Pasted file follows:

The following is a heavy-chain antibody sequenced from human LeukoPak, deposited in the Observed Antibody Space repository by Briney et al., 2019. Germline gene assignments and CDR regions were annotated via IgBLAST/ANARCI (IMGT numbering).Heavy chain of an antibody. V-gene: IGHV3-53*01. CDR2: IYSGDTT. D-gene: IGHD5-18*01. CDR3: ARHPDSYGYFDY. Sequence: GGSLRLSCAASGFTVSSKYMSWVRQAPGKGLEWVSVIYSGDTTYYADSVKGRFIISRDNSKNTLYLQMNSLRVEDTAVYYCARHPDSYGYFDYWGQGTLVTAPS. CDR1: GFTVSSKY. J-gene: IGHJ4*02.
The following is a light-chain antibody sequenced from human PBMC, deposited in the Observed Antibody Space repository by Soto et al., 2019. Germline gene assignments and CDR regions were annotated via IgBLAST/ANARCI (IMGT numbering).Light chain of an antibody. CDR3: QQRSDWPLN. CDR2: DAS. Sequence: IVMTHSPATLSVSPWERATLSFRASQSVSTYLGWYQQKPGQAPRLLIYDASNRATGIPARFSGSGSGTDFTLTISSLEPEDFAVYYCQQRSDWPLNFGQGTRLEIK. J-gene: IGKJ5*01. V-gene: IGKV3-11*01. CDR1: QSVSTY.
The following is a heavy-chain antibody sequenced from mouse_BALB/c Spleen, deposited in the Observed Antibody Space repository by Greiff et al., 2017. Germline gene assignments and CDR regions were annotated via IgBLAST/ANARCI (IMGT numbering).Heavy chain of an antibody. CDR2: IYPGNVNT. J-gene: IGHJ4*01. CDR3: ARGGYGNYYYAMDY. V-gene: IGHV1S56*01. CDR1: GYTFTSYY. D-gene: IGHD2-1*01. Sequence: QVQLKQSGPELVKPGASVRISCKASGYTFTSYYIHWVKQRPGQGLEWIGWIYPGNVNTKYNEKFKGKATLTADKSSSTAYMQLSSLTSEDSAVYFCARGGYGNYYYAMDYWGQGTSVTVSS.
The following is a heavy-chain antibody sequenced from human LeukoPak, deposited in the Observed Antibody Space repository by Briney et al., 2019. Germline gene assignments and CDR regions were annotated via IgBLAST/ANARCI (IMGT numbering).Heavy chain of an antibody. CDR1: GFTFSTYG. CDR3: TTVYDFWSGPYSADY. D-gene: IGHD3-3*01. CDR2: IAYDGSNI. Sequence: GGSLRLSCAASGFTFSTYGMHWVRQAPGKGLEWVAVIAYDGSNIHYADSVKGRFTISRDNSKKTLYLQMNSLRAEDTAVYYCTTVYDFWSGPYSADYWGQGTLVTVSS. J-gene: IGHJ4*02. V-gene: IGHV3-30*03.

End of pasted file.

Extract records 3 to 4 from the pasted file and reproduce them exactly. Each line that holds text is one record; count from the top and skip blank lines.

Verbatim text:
The following is a heavy-chain antibody sequenced from mouse_BALB/c Spleen, deposited in the Observed Antibody Space repository by Greiff et al., 2017. Germline gene assignments and CDR regions were annotated via IgBLAST/ANARCI (IMGT numbering).Heavy chain of an antibody. CDR2: IYPGNVNT. J-gene: IGHJ4*01. CDR3: ARGGYGNYYYAMDY. V-gene: IGHV1S56*01. CDR1: GYTFTSYY. D-gene: IGHD2-1*01. Sequence: QVQLKQSGPELVKPGASVRISCKASGYTFTSYYIHWVKQRPGQGLEWIGWIYPGNVNTKYNEKFKGKATLTADKSSSTAYMQLSSLTSEDSAVYFCARGGYGNYYYAMDYWGQGTSVTVSS.
The following is a heavy-chain antibody sequenced from human LeukoPak, deposited in the Observed Antibody Space repository by Briney et al., 2019. Germline gene assignments and CDR regions were annotated via IgBLAST/ANARCI (IMGT numbering).Heavy chain of an antibody. CDR1: GFTFSTYG. CDR3: TTVYDFWSGPYSADY. D-gene: IGHD3-3*01. CDR2: IAYDGSNI. Sequence: GGSLRLSCAASGFTFSTYGMHWVRQAPGKGLEWVAVIAYDGSNIHYADSVKGRFTISRDNSKKTLYLQMNSLRAEDTAVYYCTTVYDFWSGPYSADYWGQGTLVTVSS. J-gene: IGHJ4*02. V-gene: IGHV3-30*03.